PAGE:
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Trump appeals to religious voters with battleground map in mind

Gregory Korte and Mario Parker, Bloomberg News on

Published in Religious News

WASHINGTON -- President Donald Trump is seeking to invoke religion to bolster his law and order image during the civil unrest in an appeal to evangelical and Catholic conservatives, two groups he routinely turns to when he's facing strong criticism.

Trump, not a regular churchgoer, this week stood outside St. John's Episcopal Church across the street from the White House, holding a Bible aloft, and the next day visited a shrine to Saint John Paul II where the president and his wife, Melania, posed solemnly in front of an altar.

Those events were meant to serve as contrast to his demands for a tough, militaristic response to the violent demonstrations across the country for some conservative religious leaders, even as they deeply offended more liberal ones.

White evangelical and Catholic voters make up a third of the population of the key battleground states of Michigan, Pennsylvania and Wisconsin. Trump won those states in 2016 by a combined 77,000 votes over Hillary Clinton.

This time, Trump faces Joe Biden, a practicing Catholic and Pennsylvania native with broader appeal to white, working-class voters than Clinton had. On the same day that Biden visited the Bethel AME church in Delaware on Monday and expressed sympathy with those protesting police violence, Trump visited St. John's.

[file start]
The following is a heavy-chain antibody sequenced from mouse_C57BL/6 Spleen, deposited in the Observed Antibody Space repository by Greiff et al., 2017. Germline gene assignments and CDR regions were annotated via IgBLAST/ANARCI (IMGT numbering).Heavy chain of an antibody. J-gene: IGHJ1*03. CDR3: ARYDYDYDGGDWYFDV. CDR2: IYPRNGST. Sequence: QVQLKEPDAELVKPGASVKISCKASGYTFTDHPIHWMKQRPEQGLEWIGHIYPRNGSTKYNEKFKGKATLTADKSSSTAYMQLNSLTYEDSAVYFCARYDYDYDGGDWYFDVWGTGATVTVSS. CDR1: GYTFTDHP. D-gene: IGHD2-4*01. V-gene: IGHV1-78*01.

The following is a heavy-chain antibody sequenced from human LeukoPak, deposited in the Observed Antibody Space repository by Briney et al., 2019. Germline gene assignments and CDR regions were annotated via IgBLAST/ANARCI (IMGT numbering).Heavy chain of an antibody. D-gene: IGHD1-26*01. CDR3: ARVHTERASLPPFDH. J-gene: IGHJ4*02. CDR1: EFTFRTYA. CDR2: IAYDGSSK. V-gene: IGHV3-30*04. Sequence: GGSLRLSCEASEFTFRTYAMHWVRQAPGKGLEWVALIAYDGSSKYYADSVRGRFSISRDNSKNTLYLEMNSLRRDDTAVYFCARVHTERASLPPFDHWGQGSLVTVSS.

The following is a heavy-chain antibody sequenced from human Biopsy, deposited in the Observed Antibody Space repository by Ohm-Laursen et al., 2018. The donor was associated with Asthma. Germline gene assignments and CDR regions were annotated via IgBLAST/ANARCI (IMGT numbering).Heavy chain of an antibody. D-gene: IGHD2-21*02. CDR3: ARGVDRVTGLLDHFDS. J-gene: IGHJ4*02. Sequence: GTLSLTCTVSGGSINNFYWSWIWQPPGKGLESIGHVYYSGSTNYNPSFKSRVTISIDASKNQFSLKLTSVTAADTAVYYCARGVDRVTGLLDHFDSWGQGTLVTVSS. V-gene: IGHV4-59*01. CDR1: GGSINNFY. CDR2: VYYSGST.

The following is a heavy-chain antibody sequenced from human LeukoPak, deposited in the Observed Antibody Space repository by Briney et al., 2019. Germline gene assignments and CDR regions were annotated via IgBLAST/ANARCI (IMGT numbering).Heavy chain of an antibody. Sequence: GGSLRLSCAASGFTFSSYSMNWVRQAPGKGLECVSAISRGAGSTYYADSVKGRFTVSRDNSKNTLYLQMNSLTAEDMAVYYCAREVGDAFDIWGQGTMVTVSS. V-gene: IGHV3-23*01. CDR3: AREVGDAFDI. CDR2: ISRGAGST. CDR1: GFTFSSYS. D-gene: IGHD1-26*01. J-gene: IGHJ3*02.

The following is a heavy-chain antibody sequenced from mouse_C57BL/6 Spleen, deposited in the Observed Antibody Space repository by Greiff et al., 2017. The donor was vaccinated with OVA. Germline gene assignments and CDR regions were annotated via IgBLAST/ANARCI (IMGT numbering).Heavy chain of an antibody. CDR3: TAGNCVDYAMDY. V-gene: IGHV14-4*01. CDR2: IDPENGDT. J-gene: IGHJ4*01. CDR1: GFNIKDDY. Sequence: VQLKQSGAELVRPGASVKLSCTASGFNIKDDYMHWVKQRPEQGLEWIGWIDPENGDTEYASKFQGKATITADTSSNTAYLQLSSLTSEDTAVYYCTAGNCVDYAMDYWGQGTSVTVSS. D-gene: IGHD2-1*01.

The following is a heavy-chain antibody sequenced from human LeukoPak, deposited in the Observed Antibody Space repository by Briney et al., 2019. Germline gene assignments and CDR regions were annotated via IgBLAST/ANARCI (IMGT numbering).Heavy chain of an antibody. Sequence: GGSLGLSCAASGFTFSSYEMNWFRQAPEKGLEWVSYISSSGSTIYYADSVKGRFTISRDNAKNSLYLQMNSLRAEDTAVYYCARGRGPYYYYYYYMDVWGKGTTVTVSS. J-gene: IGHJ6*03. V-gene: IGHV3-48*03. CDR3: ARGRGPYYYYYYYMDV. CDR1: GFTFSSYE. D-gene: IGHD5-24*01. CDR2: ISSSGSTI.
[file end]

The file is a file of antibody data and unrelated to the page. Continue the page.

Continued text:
In doing so, Trump sent a signal to those culturally conservative voters that he's on their side of the societal divide ripped open by a week of unrest.

 

What started as peaceful protests that erupted over the police killing of a black man in Minneapolis have exploded into rioting, arson and looting in cities across the U.S., giving those suburban and rural voters frightening images of urban violence piling on to the pandemic and high unemployment.

By shining a spotlight on vandalism and arson of churches instead of the root causes of the violence, Trump is speaking to the resentments of some conservative Christians who have said they are feel besieged by hostile -- and even violent -- cultural forces.

Trump all but acknowledged the connection on his way to the Shrine of Saint John Paul II, tweeting a two-word phrase used by Richard Nixon to appeal to law and order voters amid Vietnam War protests: "SILENT MAJORITY!"

Republican strategist Chris Wilson said it's a winning message for Trump, who has proved adept at connecting almost any issue to his support for religious conservatives.

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